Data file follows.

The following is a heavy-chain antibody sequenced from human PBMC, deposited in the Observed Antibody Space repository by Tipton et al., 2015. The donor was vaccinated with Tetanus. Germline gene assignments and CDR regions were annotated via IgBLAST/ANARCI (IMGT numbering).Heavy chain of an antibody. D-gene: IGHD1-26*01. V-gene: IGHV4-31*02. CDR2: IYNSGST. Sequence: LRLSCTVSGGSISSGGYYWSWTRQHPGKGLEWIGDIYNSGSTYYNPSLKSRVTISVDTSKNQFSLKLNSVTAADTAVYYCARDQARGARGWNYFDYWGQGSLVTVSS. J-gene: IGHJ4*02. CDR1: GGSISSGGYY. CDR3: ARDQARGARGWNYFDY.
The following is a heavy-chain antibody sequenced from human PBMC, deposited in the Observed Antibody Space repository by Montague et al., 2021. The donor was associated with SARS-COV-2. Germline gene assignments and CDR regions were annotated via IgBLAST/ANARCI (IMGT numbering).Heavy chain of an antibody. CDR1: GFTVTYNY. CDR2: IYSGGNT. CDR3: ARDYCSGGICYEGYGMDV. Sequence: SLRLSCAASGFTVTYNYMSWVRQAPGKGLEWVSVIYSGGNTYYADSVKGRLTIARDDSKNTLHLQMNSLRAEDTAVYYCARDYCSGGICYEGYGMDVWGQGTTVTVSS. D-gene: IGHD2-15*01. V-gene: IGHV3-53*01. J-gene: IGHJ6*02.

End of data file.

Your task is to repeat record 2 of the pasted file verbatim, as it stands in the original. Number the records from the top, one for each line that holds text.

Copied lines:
The following is a heavy-chain antibody sequenced from human PBMC, deposited in the Observed Antibody Space repository by Montague et al., 2021. The donor was associated with SARS-COV-2. Germline gene assignments and CDR regions were annotated via IgBLAST/ANARCI (IMGT numbering).Heavy chain of an antibody. CDR1: GFTVTYNY. CDR2: IYSGGNT. CDR3: ARDYCSGGICYEGYGMDV. Sequence: SLRLSCAASGFTVTYNYMSWVRQAPGKGLEWVSVIYSGGNTYYADSVKGRLTIARDDSKNTLHLQMNSLRAEDTAVYYCARDYCSGGICYEGYGMDVWGQGTTVTVSS. D-gene: IGHD2-15*01. V-gene: IGHV3-53*01. J-gene: IGHJ6*02.